Large farm equipment spraying crops
Construction site with large areas stripped of soil
Photo by Shuvaev, Wikimedia
Natural Gas mining tower

Challenges Faced by the Watershed

The Buffalo Creek Watershed’s unique ecosystem is important for biodiversity and quality of life for residents, the local economy, and recreational opportunities.

But conservation challenges exist, including impaired water quality, loss of riparian buffers, invasive species, abandoned mine drainage, increased stormwater runoff from development, forest fragmentation, and Marcellus Shale natural gas extraction. The Buffalo Creek Coalition is working with private landowners and municipalities to mitigate these challenges.

Water Quality

Of the watershed’s 348.7 miles of streams, 131.4 miles (37%) are impaired according to the Pennsylvania Department of Environmental Protection (PADEP). A stream is considered to be impaired if it fails to meet one or more water quality standards. 27 miles of the main stem of Buffalo Creek are impaired, nearly 70% of the stream’s length. See the Impaired Streams Map

PADEP’s impairment data lists the following top 6 causes of impairment in Buffalo Creek:

  1. Source unknown-cause unknown – 34.6 miles
  2. Agriculture – 27.1 miles
  3. On-site wastewater (septic tanks) – 21.2 miles
  4. Natural sources – 18.6 miles
  5. Acid mine drainage – 16.8 miles
  6. Urban runoff/storm sewers – 8.1 miles

In 2022, Audubon Society of Western Pennsylvania (ASWP) and Duquesne University launched a water quality sampling program to identify the sources and causes of impairment (where a stream has been deemed impaired but the source and cause of that pollution is unknown) and identify restoration opportunities throughout the watershed.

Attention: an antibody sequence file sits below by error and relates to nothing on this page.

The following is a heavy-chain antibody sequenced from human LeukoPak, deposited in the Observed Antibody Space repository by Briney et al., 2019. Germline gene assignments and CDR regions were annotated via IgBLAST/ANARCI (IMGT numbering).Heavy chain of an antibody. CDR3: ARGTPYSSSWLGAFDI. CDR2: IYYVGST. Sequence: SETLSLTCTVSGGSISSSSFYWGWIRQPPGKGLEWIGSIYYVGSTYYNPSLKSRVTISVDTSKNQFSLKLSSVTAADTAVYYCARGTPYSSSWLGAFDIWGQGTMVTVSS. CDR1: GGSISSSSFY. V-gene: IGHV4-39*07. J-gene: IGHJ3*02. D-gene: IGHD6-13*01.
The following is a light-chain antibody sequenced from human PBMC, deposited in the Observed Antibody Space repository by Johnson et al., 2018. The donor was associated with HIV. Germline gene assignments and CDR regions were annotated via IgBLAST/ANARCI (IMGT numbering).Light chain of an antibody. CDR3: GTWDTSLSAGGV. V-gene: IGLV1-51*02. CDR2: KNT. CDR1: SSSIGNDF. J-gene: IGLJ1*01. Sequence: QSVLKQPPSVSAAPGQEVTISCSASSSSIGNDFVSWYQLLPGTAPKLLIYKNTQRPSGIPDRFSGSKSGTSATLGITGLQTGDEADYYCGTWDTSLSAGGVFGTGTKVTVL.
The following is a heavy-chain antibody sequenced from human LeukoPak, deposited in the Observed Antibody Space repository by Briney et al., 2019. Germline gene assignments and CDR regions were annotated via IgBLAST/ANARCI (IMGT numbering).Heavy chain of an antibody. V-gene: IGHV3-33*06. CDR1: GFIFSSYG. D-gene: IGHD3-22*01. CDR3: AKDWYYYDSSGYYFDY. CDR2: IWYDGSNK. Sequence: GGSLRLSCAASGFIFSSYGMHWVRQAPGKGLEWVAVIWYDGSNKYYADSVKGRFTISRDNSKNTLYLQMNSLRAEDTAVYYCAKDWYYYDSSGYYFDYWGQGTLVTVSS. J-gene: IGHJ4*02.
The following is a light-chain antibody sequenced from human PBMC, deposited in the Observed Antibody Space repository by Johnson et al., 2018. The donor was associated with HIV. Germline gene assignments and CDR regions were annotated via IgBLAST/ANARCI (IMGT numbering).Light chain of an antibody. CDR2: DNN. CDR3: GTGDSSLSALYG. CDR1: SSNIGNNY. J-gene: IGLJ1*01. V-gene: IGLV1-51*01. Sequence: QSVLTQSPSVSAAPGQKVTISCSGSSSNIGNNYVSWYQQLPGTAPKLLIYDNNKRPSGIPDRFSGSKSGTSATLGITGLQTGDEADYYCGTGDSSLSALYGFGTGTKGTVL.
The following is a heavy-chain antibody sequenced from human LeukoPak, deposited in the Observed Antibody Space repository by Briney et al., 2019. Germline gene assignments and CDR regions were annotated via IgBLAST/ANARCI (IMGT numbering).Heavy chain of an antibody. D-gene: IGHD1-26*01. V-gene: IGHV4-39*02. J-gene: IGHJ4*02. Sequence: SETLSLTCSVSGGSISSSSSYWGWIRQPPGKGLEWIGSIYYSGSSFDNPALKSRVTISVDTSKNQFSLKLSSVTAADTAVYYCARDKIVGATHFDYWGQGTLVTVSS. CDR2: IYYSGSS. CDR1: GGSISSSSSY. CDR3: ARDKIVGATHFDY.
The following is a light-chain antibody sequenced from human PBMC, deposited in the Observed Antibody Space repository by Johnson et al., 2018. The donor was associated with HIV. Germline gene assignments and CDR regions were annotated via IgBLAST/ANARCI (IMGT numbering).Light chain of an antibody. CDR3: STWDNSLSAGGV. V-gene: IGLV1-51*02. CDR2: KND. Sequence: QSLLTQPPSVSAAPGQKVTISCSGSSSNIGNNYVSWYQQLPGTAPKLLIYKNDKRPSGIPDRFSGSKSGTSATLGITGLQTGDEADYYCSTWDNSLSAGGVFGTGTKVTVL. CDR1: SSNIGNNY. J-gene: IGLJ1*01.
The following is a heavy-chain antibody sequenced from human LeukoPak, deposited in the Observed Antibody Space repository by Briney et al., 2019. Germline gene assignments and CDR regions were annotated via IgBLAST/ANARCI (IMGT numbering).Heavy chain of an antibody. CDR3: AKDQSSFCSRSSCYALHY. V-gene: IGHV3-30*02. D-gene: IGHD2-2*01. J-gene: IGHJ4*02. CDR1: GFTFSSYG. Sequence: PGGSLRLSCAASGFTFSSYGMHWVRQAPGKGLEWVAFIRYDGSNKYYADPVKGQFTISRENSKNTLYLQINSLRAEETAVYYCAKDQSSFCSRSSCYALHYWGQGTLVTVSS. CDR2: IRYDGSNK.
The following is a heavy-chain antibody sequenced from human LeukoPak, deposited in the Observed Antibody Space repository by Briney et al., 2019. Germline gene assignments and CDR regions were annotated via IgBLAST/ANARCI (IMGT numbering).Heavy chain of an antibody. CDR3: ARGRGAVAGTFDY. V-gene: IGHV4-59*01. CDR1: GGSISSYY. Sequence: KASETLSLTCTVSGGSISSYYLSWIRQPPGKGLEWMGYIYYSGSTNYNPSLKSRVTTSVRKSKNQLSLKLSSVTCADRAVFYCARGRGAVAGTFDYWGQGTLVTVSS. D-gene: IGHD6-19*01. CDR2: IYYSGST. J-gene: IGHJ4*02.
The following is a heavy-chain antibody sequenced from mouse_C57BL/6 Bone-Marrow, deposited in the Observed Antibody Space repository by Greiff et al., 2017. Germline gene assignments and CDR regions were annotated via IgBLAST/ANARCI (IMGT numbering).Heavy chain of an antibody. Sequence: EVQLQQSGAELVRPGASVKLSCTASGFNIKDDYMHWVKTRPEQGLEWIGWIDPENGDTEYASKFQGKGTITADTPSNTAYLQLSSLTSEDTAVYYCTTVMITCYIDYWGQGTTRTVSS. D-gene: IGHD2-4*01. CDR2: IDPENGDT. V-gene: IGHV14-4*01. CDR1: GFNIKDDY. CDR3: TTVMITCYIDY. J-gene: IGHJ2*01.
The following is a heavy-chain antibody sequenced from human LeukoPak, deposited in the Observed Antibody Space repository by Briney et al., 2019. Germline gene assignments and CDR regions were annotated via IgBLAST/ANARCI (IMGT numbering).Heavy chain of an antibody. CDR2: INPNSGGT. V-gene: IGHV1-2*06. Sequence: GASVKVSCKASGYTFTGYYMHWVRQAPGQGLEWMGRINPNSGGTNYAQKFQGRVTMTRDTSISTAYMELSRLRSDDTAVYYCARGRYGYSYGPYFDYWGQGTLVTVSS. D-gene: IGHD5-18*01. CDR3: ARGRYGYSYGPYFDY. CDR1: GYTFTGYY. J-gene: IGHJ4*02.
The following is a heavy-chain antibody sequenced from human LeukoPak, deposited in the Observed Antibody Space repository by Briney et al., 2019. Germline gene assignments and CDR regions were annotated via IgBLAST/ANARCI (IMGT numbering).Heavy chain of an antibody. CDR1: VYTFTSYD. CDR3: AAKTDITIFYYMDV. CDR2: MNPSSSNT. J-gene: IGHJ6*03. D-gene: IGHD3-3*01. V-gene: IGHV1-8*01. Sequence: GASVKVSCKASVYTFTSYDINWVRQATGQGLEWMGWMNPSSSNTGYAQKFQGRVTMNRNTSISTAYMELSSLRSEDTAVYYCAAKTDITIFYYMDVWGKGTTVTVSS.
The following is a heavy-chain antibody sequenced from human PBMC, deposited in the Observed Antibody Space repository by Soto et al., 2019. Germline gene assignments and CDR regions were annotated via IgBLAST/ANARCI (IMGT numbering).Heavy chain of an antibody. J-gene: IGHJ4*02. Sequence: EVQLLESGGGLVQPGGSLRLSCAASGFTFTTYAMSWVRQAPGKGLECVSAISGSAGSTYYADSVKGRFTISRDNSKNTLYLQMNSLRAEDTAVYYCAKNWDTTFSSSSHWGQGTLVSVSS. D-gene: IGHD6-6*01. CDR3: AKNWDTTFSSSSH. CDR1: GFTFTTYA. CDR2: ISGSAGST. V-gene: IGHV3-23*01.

a film of pollution on water
Runoff Pollution
Green farm tractor spreading chemicals
litter on the bank of a stream

Loss of Riparian Buffers

Riparian buffers, vegetated zones near streams and other water bodies, have enormous benefits, including filtering pollutants, keeping streams cool, stabilizing streambanks and preventing erosion, and providing habitat. Forested riparian buffers provide the most benefits but an area of herbaceous plants – or even an unmowed strip near a stream – can make a big difference to stream health.

Unfortunately, riparian buffers are often lost during development or cleared from residential properties/farms to make space for other land uses. Preserving existing riparian buffers – and replanting when they’ve been removed – is a low-cost solution to protect and improve the overall health of Buffalo Creek.

See our Riparian Buffer Restoration Work

Streambank Erosion
Photo by Patrick Shirley
Erosion of stream banks
Photo by Patrick Shirley

Invasive Species

Invasive plants, insects, and animals present in Buffalo Creek impact ecosystem balance and health. Invasive species are non-native and offer limited or no habitat value. They’re introduced organisms (typically by human activity) that can spread rapidly – displacing and even harming native species. Throughout the watershed, invasive Japanese knotweed (Fallopia japonica) has filled streambanks, disturbed areas, and forest canopy gaps, crowding out space for native plants. Hemlock Woolly Adelgid, an invasive pest from east Asia, has become established in and is causing the decline and death of Eastern Hemlocks (Tsuga canadensis). The hemlocks provide year-round habitat and shade to keep streams cool. They’re also a beautiful, iconic species within the watershed.

Japanese knotweed
Japanese knotweed
Spotted Lanternfly
Spotted Lanterfly